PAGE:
That verdict, of course, was the end of slavery, mourned and avenged ever after. Faulkner did not shrink from this reality. As Gorra writes, “Few historians and fewer novelists of his day saw the hobbling vainglorious past so clearly, and few of them made slavery so central to their accounts of the war.” Those vainglorious texts include “The Clansman” (1905), chock-full of Negro rapists, pure white women and a heroic Ku Klux Klan — and the inspiration for the film “The Birth of a Nation” (1915). In the years after, antebellum fairy tales proliferated, works like “Gone With the Wind,” with its hoop skirts and happy darkies. By the time of that novel’s publication in the 1930s, North and South alike had recast the war as a battle over states’ rights, clearing a path for white supremacy to gallop forward into Jim Crow and beyond.

In his urgency to make the case for Faulkner’s merits, however, Gorra overcorrects with regard to his faults. What to do about the Faulkner who famously said of the civil rights struggle: “Go slow now.” And worse: “If it came to fighting I’d fight for Mississippi against the United States even if it meant going out into the streets and shooting Negroes.” Gorra isn’t an apologist, but he does go to great lengths to avoid saying the obvious. He mentions Faulkner’s infamous alcoholism as a factor that may have influenced his more incendiary comments. Of Faulkner’s often lacking depictions of Black characters, Gorra writes, “Still that absence isn’t precisely a lacuna, a hole in his thinking. … Once again we need to ask what Faulkner isn’t writing here. We need to read for the unspoken, for the stories that peep around the edges of the ones he’s chosen to tell.” The thing is, I don’t expect Faulkner to properly inhabit Blackness. His triumph is his inhabitation of whiteness, his searing articulations of its ruination, brutality and shame.

Gorra mounts a further defense by separating the man from the writing, as though the writing “made him better than he was; it made the books better than the man.” But that’s a dodge — and, most significantly, it’s not the point. Of course William Faulkner, Mississippi-born in 1897, great-grandson of a slave-owning Confederate colonel, was a racist. But in Faulkner, as is the case in all of America, racism is not the conclusion to any argument. It does not preclude further discussion; it demands it.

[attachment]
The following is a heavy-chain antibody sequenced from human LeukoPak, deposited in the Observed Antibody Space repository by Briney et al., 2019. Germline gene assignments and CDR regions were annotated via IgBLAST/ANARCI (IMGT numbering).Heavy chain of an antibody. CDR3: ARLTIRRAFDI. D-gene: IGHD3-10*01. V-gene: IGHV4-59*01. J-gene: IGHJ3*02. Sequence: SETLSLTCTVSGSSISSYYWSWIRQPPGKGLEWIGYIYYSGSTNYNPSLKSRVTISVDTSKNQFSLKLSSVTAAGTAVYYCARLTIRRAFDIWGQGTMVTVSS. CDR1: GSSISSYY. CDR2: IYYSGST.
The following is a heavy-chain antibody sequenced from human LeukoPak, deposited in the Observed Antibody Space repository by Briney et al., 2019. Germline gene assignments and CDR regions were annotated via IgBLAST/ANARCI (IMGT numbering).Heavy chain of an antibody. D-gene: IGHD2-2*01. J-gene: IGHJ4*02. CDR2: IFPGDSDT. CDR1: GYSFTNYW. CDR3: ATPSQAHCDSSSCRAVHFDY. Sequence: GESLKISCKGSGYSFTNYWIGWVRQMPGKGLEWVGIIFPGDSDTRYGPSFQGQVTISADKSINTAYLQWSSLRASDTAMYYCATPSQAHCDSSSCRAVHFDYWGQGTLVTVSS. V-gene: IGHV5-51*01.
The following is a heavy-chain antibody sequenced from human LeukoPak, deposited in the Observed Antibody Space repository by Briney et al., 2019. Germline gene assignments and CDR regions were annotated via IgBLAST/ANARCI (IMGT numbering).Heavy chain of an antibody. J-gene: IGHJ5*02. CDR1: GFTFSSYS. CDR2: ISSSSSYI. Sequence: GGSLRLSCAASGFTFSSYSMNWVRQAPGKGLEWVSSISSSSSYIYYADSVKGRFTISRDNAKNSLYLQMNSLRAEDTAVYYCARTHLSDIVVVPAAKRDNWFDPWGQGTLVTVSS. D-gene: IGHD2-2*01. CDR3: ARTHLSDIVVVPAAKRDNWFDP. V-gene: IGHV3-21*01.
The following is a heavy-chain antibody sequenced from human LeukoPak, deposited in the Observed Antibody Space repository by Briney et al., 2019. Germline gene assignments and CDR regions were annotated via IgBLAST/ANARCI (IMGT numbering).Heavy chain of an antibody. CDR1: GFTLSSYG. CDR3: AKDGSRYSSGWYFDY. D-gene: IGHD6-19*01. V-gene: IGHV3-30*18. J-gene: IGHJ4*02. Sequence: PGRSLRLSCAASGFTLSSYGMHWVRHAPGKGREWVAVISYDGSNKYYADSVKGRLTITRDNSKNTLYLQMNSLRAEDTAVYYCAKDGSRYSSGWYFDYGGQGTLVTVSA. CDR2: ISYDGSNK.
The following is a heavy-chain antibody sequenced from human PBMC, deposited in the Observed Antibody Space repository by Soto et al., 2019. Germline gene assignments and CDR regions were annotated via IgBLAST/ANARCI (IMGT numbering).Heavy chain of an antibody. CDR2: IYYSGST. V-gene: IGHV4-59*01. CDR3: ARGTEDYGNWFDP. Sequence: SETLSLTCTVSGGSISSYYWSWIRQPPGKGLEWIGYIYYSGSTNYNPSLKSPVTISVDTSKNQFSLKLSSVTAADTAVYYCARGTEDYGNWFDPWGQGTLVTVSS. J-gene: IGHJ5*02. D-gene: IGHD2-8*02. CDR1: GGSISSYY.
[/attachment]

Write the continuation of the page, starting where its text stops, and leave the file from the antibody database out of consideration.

Gorra is right when he claims “much can and must be said about Faulkner’s limitations, and yet no white writer in our literature thought longer and harder about that problem, the one that the Civil War’s aftermath had set in place.” Faulkner could engage these subjects with such bold brilliance precisely because he was — geographically, historically, racially — in the maw of the beast.

This tangle aside, Gorra’s book is rich in insight. In its final chapters, Gorra compares America’s monuments to the Confederacy with Germany’s memorials to the Holocaust. It would be unthinkable to most Americans if such memorials celebrated the Third Reich, yet monuments to the Confederacy and its legacy of slavery are ubiquitous — their presence tolerated, in some cases revered, until very recently; still more evidence that the past is with us as it was in Faulkner’s time, poisoning our generations like radioactivity in the soil. Gorra’s book, as he writes in his preface, is “an act of citizenship,” timely and essential as we confront, once again, the question of who is a citizen and who among us should enjoy its privileges.